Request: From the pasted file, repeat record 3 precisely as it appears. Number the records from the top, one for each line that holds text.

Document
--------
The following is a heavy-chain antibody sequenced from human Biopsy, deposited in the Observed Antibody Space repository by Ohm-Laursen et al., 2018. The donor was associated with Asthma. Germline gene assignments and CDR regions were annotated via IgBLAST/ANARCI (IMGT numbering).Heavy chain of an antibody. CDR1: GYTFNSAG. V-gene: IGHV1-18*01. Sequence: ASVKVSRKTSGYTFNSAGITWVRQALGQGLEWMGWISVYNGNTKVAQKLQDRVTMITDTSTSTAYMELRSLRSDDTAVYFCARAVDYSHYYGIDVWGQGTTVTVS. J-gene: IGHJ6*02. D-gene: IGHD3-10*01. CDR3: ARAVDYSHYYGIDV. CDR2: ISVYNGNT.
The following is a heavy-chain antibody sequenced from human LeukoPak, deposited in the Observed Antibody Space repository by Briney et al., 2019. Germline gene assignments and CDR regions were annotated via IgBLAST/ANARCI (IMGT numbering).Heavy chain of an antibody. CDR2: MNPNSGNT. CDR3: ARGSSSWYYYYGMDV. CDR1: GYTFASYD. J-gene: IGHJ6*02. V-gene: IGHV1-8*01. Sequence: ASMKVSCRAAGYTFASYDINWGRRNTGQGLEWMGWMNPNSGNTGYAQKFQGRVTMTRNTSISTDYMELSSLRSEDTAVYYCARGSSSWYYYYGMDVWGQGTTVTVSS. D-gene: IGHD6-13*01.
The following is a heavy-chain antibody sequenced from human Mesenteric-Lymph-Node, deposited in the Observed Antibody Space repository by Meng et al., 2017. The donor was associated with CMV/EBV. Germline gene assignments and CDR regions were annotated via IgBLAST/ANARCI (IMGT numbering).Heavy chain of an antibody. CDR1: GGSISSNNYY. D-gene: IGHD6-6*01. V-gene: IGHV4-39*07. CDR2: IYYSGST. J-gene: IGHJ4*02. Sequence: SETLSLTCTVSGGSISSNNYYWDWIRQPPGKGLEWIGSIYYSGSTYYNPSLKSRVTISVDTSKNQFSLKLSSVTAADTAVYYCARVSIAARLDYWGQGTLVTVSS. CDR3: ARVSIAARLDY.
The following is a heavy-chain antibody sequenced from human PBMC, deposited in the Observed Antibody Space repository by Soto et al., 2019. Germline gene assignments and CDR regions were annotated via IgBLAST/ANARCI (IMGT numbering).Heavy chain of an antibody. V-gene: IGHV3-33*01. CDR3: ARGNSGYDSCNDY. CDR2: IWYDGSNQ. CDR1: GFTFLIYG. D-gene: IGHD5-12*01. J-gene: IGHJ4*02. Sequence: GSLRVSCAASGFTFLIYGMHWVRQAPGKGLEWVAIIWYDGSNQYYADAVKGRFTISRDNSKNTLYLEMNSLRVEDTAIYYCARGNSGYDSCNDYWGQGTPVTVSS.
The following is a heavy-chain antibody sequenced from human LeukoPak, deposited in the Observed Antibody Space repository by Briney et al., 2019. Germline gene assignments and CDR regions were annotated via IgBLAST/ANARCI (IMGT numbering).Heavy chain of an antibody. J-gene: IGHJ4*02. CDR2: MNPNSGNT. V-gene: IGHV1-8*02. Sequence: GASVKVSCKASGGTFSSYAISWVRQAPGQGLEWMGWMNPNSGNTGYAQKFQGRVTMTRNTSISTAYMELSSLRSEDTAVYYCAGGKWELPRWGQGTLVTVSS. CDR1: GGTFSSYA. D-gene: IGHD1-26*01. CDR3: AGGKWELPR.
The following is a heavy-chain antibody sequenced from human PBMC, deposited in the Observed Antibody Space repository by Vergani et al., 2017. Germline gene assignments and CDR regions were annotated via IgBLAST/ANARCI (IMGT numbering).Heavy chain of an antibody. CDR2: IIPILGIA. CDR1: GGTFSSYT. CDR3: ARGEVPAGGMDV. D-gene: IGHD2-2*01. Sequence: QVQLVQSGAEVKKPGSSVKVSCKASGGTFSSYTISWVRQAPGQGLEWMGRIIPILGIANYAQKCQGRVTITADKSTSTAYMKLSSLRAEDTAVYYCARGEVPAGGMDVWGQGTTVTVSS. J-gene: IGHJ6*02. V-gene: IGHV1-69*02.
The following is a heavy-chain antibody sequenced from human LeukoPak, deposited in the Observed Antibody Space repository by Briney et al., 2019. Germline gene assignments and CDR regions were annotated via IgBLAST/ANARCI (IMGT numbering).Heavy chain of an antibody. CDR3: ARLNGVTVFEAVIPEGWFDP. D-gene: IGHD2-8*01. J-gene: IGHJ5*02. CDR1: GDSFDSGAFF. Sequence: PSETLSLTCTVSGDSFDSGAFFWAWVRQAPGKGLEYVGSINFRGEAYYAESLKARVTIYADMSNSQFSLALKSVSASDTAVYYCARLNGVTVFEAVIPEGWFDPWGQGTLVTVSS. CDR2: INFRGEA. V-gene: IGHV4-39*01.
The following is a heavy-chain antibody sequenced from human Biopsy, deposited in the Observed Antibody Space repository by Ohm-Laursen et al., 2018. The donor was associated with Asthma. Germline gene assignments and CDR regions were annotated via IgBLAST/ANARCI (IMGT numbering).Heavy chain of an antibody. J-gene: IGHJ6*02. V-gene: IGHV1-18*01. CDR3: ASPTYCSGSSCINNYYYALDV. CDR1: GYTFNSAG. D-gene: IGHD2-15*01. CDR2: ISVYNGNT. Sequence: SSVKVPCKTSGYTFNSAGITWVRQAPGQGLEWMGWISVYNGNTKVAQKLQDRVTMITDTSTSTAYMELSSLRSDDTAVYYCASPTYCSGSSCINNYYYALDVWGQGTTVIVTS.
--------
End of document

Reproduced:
The following is a heavy-chain antibody sequenced from human Mesenteric-Lymph-Node, deposited in the Observed Antibody Space repository by Meng et al., 2017. The donor was associated with CMV/EBV. Germline gene assignments and CDR regions were annotated via IgBLAST/ANARCI (IMGT numbering).Heavy chain of an antibody. CDR1: GGSISSNNYY. D-gene: IGHD6-6*01. V-gene: IGHV4-39*07. CDR2: IYYSGST. J-gene: IGHJ4*02. Sequence: SETLSLTCTVSGGSISSNNYYWDWIRQPPGKGLEWIGSIYYSGSTYYNPSLKSRVTISVDTSKNQFSLKLSSVTAADTAVYYCARVSIAARLDYWGQGTLVTVSS. CDR3: ARVSIAARLDY.